At first Ben tries to deny what has happened, but gradually he grows convinced that he's living with his wife Hannah in the body of his daughter Samantha. Reluctantly, Hannah returns to high school and by connecting with Samantha's friends, and reading her journal, she begins to discover her daughter. And then the questions come tumbling forth. If Hannah is possessing Samantha's body, where is Samantha's spirit? Will Samantha's spirit ever return to claim her body, and what will happen to Hannah's spirit? Can Hannah really pretend to be her own daughter? What will Ben and Hannah's relationship be like in the privacy of their home? Will they be able to keep this a secret? Can Ben ever live a normal life again?

This is a romantic drama with a mysterious, supernatural quality; it's mildly suspenseful, but definitely not a thriller or a horror film. To the extent that we believe what Ben and Hannah/Samantha are experiencing, the film is quite successful. To its credit, the screenplay treads lightly when dealing with the sexual tension between the two, or the possibility that a third person might discover their secret and have to be told the truth. David Duchovny is an accomplished actor, but this is Olivia Thirlby's film and she is excellent, convincingly playing both mother and daughter in a single body (Si j'étais toi, the film's alternate French title, translates as If I were you). This is a thought-provoking film, as any mother with a teenage daughter can attest. If you enjoyed Peggy Sue Got Married, then I believe you will enjoy The Secret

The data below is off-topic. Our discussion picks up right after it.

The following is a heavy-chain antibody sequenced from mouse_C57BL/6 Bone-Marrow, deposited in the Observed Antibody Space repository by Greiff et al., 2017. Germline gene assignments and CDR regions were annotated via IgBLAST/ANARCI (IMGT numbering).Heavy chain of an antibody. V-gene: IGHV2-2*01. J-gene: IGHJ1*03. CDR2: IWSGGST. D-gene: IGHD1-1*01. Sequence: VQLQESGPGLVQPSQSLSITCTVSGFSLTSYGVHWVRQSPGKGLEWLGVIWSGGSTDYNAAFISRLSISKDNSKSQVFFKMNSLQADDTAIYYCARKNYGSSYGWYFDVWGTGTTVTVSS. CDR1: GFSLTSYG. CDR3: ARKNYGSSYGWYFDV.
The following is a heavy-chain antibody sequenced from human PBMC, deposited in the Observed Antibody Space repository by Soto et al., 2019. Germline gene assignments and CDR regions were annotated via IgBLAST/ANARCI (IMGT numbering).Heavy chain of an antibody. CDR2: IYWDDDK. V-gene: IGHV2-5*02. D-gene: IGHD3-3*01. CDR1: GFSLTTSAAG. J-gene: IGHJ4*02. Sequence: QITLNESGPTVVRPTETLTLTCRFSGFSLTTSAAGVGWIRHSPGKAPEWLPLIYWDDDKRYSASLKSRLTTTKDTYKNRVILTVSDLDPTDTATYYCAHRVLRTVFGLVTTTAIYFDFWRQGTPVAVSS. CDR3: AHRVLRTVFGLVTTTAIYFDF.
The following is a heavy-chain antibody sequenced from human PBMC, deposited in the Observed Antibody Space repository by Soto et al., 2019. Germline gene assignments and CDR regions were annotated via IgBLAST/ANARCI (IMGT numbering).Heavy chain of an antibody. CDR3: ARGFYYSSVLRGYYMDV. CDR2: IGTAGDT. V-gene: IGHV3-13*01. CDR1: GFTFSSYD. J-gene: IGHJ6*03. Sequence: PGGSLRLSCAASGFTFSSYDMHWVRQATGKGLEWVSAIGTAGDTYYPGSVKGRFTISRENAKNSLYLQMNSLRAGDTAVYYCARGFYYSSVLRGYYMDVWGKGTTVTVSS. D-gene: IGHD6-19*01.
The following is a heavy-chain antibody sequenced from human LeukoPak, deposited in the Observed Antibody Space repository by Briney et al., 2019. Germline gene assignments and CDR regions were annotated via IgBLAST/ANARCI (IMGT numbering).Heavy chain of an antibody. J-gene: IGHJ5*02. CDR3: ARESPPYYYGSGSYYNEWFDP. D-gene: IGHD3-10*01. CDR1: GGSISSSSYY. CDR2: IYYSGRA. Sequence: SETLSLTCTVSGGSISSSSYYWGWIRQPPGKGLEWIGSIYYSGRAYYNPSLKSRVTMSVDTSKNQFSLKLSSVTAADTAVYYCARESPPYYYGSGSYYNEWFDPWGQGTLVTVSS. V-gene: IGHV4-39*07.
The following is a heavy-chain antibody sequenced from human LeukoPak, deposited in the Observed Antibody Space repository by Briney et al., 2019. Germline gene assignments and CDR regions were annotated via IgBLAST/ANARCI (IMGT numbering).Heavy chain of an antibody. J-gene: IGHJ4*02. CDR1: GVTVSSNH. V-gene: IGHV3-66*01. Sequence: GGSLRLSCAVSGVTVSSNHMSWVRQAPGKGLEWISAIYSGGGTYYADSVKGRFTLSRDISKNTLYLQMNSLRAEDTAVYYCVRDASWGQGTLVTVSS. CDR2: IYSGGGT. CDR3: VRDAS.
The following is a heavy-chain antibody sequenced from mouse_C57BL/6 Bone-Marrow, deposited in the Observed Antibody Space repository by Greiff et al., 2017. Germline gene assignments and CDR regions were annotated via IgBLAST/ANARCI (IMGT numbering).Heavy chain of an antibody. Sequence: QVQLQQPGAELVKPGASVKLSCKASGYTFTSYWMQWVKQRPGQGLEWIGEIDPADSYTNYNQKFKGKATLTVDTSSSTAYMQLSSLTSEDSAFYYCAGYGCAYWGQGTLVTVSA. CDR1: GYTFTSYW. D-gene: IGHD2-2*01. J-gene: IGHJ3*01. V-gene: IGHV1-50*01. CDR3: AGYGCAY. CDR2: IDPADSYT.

Labels: drama, fantasy, mystery, romance, tragedy

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Music and Lyrics (2007) [PG-13] ****



Composer Alex Fletcher (Hugh Grant) was a member of the 1980s hit singing group PoP! After the band broke up, Alex released a solo album, but he was not a strong lyricist, and so his album flopped. Now, twenty years later, he's been reduced to performing at high school reunions and amusement parks, but even these gigs are drying up.

Then his manager brings him an opportunity to write a new hit song for rising young pop star Cora Corman (Haley Bennett), and sing the song with Cora at her upcoming concert at Madison Square Garden. But, Alex only has a week, and he doesn't have a lyricist until Sophie Fisher (Drew Barrymore), the girl who waters his plants, shows a natural ability to write lyrics. Sadly Sophie lacks self-esteem; she fell in love with a best-selling novelist (Campbell Scott) who turned her into a title character - a failed young author and manipulative seductress.